General Excitement Level: Very high. Again, narrative of this guy's spring is mondo exciting.
Projection: Obviously playing this year. I do think Darboh's return to full health will bash him to the #3 guy on the outside, and he'll have a slightly less impactful year than the current expectations. This is mostly because I think Darboh is real good and people are sleeping on him after his redshirt.
There is an opportunity in the slot, where Norfleet and (maybe) DaMario Jones are currently. Normally you'd be hesitant to bounce a freshman from one spot to the other but with a guy as advanced as Canteen it may work out.
Next year I expect Funchess to be in the NFL, paving the way for Canteen to start and have major impact.
Previously: Last year's profiles, CB Brandon Watson, CB Jabrill Peppers, LB Jared Wangler, LB Chase Winovich, LB Noah Furbush, LB Michael Ferns, DL Brady Pallante, DL Bryan Mone, DL Lawrence Marshall, OL Mason Cole, OL Juwann Bushell-Beatty.
|Beverly Hills, MI – 6'4", 195|
|Scout||3*, NR overall
|Rivals||3*, NR overall
#61 WR. #6 MI
|ESPN||4*, NR overall
#59 WR, #5 MI
|24/7||3*, NR overall
#91 WR, #10 MI
|Other Suitors||Iowa, Kansas, Pitt, Rutgers|
|Previously On MGoBlog||Hello post from me(!).|
|Notes||Detroit Country Day (Kenny Demens).|
Also junior highlights.
If you listened to our recruiting podcast way back in February, you know that I'm super enthused about this class's wide receiving corps. Freddy Canteen's quick emergence into a guy to be excited about has already put the class ahead of the curve, and he is only #2 on my list of wide receivers I expect to exceed expectations.
Er. Other's expectations. I'm not trying to pull the he's-underrated-says-recruiting-ranker thing.
Anyway. #1 is Mo Ways, who only got three stars on most sites despite being 6'4", fast enough to take the top off a defense, and extremely productive. With future Iowa QB Tyler Wiegers throwing to him, Ways had 51 catches for almost 1,000 yards as a junior and upped his numbers to 55 and 1300 as a senior, with 25 touchdowns in there.
Let's get the bad bit out of the way first.
The primary issue with with Ways as a prospect is his hands. As a junior he had a tendency to make facepalm-worthy drops. This one was from his opener:
3. Maurice Ways, WR, Detroit Country Day (2014): Ways would have been in strong consideration for the top overall spot on this list except for a key drop on 4th and 15 with his team down a point. The pattern was a post and Ways had separated from the defensive back. His quarterback put it on his number, but he simply dropped it and U-D Jesuit went on for the win.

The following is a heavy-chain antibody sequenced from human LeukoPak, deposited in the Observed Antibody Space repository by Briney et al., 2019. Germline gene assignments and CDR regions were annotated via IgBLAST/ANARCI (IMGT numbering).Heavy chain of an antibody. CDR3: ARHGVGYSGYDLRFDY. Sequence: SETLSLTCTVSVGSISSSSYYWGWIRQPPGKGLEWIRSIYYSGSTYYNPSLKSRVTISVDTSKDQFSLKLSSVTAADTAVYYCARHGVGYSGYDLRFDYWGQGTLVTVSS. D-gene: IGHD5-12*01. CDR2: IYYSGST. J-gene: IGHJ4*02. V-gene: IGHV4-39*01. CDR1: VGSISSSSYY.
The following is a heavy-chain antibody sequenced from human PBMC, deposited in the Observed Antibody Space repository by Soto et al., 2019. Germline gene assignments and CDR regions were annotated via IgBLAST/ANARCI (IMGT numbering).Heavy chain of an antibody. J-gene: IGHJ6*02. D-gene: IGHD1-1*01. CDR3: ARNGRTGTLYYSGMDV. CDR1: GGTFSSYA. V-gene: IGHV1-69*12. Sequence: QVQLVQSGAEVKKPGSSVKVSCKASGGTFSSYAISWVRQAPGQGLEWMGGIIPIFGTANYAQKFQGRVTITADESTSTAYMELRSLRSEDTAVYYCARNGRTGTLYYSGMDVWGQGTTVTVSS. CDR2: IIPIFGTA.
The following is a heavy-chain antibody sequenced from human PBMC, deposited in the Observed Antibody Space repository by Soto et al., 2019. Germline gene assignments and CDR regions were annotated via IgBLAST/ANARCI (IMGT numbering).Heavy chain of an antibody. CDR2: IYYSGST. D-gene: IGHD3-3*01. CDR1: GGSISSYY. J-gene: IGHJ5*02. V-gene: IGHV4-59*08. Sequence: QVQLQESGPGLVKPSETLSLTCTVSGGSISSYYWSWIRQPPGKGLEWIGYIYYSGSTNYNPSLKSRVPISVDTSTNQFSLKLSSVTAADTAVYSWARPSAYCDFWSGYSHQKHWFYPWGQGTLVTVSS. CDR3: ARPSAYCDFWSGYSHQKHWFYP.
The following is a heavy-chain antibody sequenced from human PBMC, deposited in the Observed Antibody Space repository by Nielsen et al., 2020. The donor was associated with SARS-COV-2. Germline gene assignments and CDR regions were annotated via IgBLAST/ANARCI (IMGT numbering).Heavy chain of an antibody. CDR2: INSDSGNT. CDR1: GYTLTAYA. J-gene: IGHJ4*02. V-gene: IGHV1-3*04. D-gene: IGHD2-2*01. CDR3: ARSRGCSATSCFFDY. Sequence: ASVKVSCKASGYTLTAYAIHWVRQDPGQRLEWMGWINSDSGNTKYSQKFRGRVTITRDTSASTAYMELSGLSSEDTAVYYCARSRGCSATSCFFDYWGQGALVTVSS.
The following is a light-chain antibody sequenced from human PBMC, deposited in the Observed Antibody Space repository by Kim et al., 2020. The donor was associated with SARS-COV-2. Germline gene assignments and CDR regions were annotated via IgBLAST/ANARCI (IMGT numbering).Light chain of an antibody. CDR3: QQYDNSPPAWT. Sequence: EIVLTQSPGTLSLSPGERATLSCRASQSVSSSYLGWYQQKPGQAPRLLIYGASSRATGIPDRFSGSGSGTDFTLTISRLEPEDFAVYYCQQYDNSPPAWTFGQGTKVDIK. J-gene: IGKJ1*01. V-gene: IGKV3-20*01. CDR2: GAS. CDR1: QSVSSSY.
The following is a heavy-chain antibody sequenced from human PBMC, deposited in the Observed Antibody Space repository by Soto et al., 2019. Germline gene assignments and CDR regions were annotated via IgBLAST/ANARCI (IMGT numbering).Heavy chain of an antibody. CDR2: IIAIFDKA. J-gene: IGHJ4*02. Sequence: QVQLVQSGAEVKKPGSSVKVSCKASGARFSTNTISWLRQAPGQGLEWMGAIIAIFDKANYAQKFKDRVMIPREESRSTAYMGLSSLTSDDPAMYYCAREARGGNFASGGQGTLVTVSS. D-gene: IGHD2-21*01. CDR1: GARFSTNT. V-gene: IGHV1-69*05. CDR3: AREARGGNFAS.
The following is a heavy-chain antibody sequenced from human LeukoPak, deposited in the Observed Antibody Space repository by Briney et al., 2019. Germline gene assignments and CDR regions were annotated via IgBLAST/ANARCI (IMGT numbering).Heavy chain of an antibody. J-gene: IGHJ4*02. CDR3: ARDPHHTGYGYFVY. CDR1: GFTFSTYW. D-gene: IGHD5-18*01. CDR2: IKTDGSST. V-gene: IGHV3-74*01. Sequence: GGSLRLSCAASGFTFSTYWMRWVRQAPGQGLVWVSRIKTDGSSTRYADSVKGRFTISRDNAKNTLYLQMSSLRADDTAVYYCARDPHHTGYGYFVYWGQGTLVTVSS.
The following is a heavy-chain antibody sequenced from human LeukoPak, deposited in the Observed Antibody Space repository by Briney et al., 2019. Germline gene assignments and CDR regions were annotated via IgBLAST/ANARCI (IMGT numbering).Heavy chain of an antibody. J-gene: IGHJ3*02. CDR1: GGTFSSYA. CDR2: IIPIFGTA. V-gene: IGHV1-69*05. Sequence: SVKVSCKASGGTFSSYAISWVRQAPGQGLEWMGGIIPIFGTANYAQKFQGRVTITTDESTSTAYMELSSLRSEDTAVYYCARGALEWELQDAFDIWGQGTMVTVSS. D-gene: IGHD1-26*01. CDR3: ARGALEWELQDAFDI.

This was a pattern. Only the guys who were around consistently knew about it and they had to be diplomatic about it because they were around consistently. They gently suggested that Ways should catch the damn ball. Most of these assertions were on message boards, because message boards are ephemeral and that's the reasonable way to approach things.
But like this is some Real Talk from Tim Sullivan here:
"He's basically a high school version of Braylon Edwards, where he drops easy passes but then makes the astounding play. He's just inexperienced. But it'll come, and when it does, he'll be really, really good."
You can see an echo of that in this later Sullivan eval:
There has been a major question about Ways' hands in the past. There should not be anymore.
Inherent in that is the good news. Ways's senior season saw him leave the drops behind; that's why you can say "major questions" without getting exiled to the land of people who don't get interviews. Ways started making the easy plays while continuing his tendency to make crazy stabs on impossible balls. Sullivan again:
…he was catching balls high over the middle - including several behind him - without any bobbles or "fighting the ball." The accuracy of his quarterback Tyler Wiegers was only OK on this night, but Ways made him look excellent. Whether it's mastering the over-the-shoulder deep ball, a screen pass in traffic, or even a sideline route, Ways made every catch asked of him.
I'm generally skeptical of hands evaluations; once you get a reputation you're always considered iffy in that department because the frequency of drops is so low. See Steve Breaston, who got a rep as a guy who drops passes because he did drop a bunch over his shoulder but was otherwise excellent in his career. (Braylon absolutely deserved his rep, sadly.)